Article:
I thought it would make an interesting photo; a man standing on the side of the road holding a giant fish in his hands.

Not that it’s uncommon to see people selling fish on the side of the roads in Miami, but this fish was especially huge, almost as large as the man’s body.

I drove by it, then decided it was worth making a u-turn to snap a photo, thinking it would be one of those “only in Miami” stories we love to tell.

I had no idea it would get me assaulted by some crazy lady.

I pulled into the grassy lot, stepped out of my car and walked out with my camera, identifying myself as a journalist for a local website, telling him this would make a great photo and interesting story.

Before I was able to snap a photo, he panicked, wrapped his body around the fish and placed it inside his truck, telling me I had no right to photograph it.

This from a guy who was holding it up on the intersection of Flagler Street and 76th Ave. on a Saturday afternoon, one block east of the Palmetto Expressway, easily one of the busiest streets in Miami.

He also had the word “freedom” printed on his shirt.

At this point, the story changed from a quirky little feature on a fish for Miami Beach 411 to a First Amendment story for Photography is Not a Crime.

I pulled out my Flip camera to interview him about his concept of photographers’ rights.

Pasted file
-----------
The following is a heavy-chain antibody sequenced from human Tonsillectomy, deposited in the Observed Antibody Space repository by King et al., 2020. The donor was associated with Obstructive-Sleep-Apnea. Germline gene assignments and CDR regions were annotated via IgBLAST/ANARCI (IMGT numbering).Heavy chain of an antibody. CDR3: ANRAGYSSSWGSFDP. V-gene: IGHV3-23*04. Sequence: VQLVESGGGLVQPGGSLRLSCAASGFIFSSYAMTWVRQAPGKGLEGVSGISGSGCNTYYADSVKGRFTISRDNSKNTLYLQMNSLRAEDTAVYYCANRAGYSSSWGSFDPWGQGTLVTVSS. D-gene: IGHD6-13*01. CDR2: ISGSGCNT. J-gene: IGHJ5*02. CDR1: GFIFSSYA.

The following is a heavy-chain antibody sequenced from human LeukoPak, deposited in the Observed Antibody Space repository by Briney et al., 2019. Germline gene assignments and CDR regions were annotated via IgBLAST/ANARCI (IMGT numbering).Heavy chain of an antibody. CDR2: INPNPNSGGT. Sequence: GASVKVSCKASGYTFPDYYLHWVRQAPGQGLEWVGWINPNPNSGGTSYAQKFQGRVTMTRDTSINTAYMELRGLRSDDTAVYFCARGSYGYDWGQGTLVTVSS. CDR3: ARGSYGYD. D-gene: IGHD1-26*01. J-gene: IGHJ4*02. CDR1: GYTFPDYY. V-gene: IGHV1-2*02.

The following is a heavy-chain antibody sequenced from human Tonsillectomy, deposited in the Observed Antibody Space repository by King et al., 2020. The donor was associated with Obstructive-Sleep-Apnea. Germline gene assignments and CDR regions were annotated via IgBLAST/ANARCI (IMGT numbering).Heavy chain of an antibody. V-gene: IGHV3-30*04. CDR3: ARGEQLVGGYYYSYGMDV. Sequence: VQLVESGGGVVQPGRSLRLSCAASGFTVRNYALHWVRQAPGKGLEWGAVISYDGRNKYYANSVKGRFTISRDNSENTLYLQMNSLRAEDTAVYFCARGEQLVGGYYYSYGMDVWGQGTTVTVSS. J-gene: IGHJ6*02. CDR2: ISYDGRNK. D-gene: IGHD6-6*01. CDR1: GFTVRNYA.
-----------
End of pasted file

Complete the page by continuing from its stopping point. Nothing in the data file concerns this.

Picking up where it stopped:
That was when the crazy lady who was either his friend or customer – or maybe even the owner of the truck- attacked me.

The video begins in the midst of the attack because I had just turned the camera on and it takes a couple of seconds for the Flip to start recording.

She basically charged at me, trying to swipe my camera, but grabbing my shirt instead. I pulled away from her and she backed off.

I was a little bewildered by the whole episode because normally people welcome me to take their photos once I inform them I want to write an article on their business.

Maybe he had something to hide, but if that’s the case, he wasn’t doing a great job of it.

So the crazy lady calls the cops on her cell phone as I continue to record her, then she walks to the back of my car and gives the cops my license plate number. I then record her license plate number, which is 936 XXX (insert your porno joke here).

I would have waited for the cops to arrive because I am curious how they would have handled the situation, but she drove away, so I left shortly after.

A few minutes later, I drove back to see if the guy would be standing on the street with the same fish. I still wanted that photo.

He was standing there, but with a smaller fish in his hands, but this time, he didn’t mind me recording, so go figure.

Meanwhile, I’m pissed that I was never able to photograph the original fish because it was huge.

I’ll just chalk it up as the one that got away.